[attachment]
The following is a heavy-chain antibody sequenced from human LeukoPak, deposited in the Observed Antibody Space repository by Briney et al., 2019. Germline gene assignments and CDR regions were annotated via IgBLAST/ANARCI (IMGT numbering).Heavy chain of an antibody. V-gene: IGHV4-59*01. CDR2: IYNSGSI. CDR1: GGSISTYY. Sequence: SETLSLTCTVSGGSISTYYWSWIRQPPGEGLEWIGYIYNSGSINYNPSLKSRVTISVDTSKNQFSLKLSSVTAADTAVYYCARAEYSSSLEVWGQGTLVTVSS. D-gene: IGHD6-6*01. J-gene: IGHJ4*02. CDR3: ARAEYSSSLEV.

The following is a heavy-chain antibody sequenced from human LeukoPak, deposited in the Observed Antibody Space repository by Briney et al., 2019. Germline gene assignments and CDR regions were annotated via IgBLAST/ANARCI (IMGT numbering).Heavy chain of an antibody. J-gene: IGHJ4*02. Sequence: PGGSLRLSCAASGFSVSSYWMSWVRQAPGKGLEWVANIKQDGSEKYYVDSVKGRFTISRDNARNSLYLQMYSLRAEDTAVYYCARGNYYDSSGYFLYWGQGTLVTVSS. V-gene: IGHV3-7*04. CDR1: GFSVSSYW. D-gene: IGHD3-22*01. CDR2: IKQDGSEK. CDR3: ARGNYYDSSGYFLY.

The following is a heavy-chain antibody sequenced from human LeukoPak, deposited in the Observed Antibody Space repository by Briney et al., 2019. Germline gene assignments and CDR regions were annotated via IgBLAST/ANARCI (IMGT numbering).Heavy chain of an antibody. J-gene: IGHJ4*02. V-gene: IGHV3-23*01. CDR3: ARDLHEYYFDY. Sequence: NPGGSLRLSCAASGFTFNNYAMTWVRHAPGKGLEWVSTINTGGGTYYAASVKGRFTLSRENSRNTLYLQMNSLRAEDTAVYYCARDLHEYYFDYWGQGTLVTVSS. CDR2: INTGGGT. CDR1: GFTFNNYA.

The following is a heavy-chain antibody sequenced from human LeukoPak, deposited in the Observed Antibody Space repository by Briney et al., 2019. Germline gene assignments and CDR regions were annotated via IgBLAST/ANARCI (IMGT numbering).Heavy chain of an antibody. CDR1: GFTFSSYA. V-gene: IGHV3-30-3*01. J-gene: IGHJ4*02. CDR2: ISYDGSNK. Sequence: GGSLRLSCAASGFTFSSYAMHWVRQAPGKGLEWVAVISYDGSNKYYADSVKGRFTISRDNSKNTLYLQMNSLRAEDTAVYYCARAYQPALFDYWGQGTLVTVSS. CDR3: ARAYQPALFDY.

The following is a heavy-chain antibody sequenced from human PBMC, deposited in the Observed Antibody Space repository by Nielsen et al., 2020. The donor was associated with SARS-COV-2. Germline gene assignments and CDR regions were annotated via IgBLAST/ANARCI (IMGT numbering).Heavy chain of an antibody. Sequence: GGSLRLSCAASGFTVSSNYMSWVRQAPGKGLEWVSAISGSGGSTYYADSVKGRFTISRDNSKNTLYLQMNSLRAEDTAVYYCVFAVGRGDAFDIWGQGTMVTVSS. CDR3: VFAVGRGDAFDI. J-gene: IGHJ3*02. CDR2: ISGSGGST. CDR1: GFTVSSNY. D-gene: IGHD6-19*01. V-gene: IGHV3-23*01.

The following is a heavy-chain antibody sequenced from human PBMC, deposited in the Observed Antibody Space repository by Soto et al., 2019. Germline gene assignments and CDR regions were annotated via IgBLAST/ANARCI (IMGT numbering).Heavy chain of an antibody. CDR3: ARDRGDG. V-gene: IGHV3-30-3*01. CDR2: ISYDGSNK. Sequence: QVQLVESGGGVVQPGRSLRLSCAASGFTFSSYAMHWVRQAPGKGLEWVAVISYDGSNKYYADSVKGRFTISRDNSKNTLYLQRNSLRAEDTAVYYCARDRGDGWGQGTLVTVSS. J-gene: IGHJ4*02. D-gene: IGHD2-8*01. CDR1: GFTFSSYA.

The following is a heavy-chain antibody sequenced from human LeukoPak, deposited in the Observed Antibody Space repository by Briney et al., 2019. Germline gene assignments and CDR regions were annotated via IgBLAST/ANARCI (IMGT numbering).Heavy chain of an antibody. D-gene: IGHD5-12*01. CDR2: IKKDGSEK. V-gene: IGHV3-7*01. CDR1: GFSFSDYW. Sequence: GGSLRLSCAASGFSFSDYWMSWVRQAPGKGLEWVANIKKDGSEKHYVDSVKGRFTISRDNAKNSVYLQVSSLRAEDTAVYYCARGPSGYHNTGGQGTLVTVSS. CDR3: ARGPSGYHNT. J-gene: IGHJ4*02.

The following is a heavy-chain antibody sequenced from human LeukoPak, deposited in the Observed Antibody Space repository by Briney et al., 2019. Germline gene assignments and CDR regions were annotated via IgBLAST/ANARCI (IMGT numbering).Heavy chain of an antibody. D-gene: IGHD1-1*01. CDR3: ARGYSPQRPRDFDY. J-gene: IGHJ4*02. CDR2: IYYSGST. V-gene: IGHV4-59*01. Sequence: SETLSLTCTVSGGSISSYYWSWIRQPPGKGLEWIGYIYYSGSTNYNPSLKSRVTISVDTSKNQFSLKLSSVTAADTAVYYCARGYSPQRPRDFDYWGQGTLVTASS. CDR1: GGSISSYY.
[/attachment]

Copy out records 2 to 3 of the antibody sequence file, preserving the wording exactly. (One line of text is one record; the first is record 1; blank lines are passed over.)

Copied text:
The following is a heavy-chain antibody sequenced from human LeukoPak, deposited in the Observed Antibody Space repository by Briney et al., 2019. Germline gene assignments and CDR regions were annotated via IgBLAST/ANARCI (IMGT numbering).Heavy chain of an antibody. J-gene: IGHJ4*02. Sequence: PGGSLRLSCAASGFSVSSYWMSWVRQAPGKGLEWVANIKQDGSEKYYVDSVKGRFTISRDNARNSLYLQMYSLRAEDTAVYYCARGNYYDSSGYFLYWGQGTLVTVSS. V-gene: IGHV3-7*04. CDR1: GFSVSSYW. D-gene: IGHD3-22*01. CDR2: IKQDGSEK. CDR3: ARGNYYDSSGYFLY.

The following is a heavy-chain antibody sequenced from human LeukoPak, deposited in the Observed Antibody Space repository by Briney et al., 2019. Germline gene assignments and CDR regions were annotated via IgBLAST/ANARCI (IMGT numbering).Heavy chain of an antibody. J-gene: IGHJ4*02. V-gene: IGHV3-23*01. CDR3: ARDLHEYYFDY. Sequence: NPGGSLRLSCAASGFTFNNYAMTWVRHAPGKGLEWVSTINTGGGTYYAASVKGRFTLSRENSRNTLYLQMNSLRAEDTAVYYCARDLHEYYFDYWGQGTLVTVSS. CDR2: INTGGGT. CDR1: GFTFNNYA.